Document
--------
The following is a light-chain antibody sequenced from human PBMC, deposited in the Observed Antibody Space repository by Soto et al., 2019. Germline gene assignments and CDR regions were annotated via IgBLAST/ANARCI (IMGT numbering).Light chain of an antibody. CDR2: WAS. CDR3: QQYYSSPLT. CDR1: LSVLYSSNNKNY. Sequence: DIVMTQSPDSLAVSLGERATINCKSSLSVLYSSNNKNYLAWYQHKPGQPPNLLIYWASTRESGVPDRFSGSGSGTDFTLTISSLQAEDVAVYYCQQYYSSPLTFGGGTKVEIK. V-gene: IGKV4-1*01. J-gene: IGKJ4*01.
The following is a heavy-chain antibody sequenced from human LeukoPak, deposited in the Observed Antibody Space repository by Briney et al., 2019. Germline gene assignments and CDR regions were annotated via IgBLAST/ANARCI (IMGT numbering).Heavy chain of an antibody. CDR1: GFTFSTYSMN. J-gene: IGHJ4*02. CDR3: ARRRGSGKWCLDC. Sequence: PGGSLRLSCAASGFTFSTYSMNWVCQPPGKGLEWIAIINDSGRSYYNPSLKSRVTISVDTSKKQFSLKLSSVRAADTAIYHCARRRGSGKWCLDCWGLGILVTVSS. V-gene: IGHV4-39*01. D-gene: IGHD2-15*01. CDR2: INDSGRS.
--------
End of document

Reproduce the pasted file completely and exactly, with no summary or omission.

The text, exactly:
The following is a light-chain antibody sequenced from human PBMC, deposited in the Observed Antibody Space repository by Soto et al., 2019. Germline gene assignments and CDR regions were annotated via IgBLAST/ANARCI (IMGT numbering).Light chain of an antibody. CDR2: WAS. CDR3: QQYYSSPLT. CDR1: LSVLYSSNNKNY. Sequence: DIVMTQSPDSLAVSLGERATINCKSSLSVLYSSNNKNYLAWYQHKPGQPPNLLIYWASTRESGVPDRFSGSGSGTDFTLTISSLQAEDVAVYYCQQYYSSPLTFGGGTKVEIK. V-gene: IGKV4-1*01. J-gene: IGKJ4*01.
The following is a heavy-chain antibody sequenced from human LeukoPak, deposited in the Observed Antibody Space repository by Briney et al., 2019. Germline gene assignments and CDR regions were annotated via IgBLAST/ANARCI (IMGT numbering).Heavy chain of an antibody. CDR1: GFTFSTYSMN. J-gene: IGHJ4*02. CDR3: ARRRGSGKWCLDC. Sequence: PGGSLRLSCAASGFTFSTYSMNWVCQPPGKGLEWIAIINDSGRSYYNPSLKSRVTISVDTSKKQFSLKLSSVRAADTAIYHCARRRGSGKWCLDCWGLGILVTVSS. V-gene: IGHV4-39*01. D-gene: IGHD2-15*01. CDR2: INDSGRS.